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Establishing paternity in Utah: What every unwed father should know

Since paternity is not presumed when children are born out of wedlock, unwed fathers in Utah must establish paternity to enact their parental rights.

Over the years, the family landscape in Utah, and throughout the U.S., has changed. Sometimes, a couple may not be legally married when they decide to have a child. Unlike when married couples have children, however, unwed fathers are not assumed to be their child's biological father. Instead, men who are not married to their child's mother must take steps to establish paternity.

There are a number of reasons why it is important for unwed fathers to establish paternity for their children. In addition to providing their children with a sense of identity and family, doing so also entitles them to certain parental rights. This includes seeking child custody, visitation and parenting time, as well as the right to be involved in important decisions regarding their child's health, care and upbringing. Furthermore, children are not entitled to some benefits, such as Social Security Disability Insurance, health insurance and financial support, through their fathers until paternity has been established.

Declaration of paternity

Perhaps the easiest way to establish paternity in the state for unwed parents is through a declaration of paternity form. This form states that a man is a child's biological father and must be signed by both parents. This form is filed with the state's Office of Vital Records and Statistics and will see that the father's name is added to the child's birth certificate, according to the Utah State Courts. Sometimes, parents who use this option may also decide to establish custody, parenting time and support arrangements. In these cases, those agreements must be filed with the court for them to be considered court enforceable.

Judicial order

Paternity may also be established in Utah through a judicial paternity order. These orders are the result of court actions. In order to start this process, one parent or the other must file a decree of parentage with the court. Should either parent contest this petition, the court may order genetic testing in order to determine paternity. Once this order has been issued, the father's name is added to the child's birth certificate and he may use his parental rights to seek custody or visitation time with his child.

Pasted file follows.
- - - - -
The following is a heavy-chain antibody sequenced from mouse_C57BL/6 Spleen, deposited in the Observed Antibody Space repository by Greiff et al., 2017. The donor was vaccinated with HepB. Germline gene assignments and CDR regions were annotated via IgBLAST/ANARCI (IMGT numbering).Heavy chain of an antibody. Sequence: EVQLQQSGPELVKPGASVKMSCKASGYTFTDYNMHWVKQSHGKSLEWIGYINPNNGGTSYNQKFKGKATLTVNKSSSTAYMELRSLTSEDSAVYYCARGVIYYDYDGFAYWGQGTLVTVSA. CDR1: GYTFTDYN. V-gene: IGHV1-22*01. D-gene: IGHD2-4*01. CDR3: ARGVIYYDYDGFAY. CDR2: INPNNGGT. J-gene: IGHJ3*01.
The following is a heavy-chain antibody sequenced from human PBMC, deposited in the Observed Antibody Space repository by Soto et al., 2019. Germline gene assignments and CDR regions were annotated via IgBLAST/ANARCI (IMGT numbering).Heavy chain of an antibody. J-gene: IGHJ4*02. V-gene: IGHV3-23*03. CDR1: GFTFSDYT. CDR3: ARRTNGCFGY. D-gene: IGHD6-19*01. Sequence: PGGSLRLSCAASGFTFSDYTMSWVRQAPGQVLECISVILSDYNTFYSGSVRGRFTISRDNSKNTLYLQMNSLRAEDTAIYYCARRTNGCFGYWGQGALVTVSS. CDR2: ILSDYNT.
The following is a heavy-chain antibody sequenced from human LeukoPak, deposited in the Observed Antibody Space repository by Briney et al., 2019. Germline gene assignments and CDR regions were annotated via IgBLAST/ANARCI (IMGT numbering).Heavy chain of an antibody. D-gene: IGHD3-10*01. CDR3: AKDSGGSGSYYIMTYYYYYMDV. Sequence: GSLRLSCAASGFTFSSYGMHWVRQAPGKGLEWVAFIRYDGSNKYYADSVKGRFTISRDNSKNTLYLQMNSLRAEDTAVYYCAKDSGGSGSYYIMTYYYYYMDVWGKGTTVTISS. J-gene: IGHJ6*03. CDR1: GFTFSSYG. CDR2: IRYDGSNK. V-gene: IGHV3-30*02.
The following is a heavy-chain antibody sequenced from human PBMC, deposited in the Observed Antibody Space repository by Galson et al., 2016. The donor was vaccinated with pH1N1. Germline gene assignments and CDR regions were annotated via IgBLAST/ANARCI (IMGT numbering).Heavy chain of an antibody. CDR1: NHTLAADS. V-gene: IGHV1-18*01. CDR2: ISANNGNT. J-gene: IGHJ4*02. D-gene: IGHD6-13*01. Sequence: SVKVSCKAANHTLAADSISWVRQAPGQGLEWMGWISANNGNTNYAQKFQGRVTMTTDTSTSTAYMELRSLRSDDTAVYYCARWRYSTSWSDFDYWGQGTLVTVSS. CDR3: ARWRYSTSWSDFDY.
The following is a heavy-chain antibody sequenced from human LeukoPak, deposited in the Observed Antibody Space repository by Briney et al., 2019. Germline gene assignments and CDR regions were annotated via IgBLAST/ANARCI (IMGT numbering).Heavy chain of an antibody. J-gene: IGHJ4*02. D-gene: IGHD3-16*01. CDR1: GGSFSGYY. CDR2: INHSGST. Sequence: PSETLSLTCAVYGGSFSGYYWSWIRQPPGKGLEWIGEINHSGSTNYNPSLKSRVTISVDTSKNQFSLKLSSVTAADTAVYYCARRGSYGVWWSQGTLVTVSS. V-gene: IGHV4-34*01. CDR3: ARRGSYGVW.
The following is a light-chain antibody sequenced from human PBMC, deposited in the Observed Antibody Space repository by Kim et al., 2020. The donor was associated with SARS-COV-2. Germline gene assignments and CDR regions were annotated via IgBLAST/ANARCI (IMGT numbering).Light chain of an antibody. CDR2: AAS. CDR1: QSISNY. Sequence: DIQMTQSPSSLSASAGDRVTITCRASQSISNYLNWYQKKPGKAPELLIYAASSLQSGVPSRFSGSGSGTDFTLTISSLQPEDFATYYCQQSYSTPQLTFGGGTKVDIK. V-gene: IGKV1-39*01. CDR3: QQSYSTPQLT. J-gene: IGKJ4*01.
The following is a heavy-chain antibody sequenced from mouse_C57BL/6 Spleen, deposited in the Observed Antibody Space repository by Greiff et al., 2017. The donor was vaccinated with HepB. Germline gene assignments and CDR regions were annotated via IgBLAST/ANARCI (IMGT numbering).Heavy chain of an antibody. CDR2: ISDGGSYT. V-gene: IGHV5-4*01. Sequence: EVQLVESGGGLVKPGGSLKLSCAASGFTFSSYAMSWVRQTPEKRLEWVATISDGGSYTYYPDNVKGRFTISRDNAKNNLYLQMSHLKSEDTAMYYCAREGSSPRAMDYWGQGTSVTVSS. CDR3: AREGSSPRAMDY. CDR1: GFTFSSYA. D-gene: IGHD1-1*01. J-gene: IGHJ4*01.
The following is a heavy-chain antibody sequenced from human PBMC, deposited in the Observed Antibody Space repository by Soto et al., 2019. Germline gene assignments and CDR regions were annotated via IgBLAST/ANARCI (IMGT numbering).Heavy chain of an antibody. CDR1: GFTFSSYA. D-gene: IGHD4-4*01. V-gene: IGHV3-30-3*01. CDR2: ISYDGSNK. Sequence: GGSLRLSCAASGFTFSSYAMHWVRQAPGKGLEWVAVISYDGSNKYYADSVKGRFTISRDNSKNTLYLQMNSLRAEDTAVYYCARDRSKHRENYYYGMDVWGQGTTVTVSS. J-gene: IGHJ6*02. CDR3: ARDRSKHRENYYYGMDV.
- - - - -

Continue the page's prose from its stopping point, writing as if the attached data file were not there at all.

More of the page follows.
Administrative order

The third method for establishing paternity in Utah is through an administrative order. Typically, this method is used when one parent or the other applies for support from the state. The Office of Recovery Services will issue a notice of agency action to both parents and allow each time to respond. If necessary, genetic testing may be ordered in order to determine if a man is a child's biological father.

While this type of order does not involve the judicial court system, it has the same effect as a judicial order, according to the Utah Department of Human Services. Following an administrative paternity order, the biological father's name is added to the child's birth certificate and he has all of the legal rights afforded to biological parents.

Seeking legal counsel

In some cases, the process of establishing paternity in Utah may be difficult for unwed fathers. As such, men who are not married to the mothers of their children may benefit from working with a legal representative. An attorney may help them to understand the process, as well as their rights and options.

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In 1998, Steve Buhler left the downtown law firm where he had worked for several years and opened his own practice. He is pleased with the personal service he is now able to provide his clients. Steve Buhler has handled a variety of cases in courts all around the State of Utah....

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Stephen J. Buhler, Attorney at Law
3540 South 4000 West Suite 245
West Valley City, UT 84120

PHONE 801-996-4193
TOLL FREE 800-565-7271
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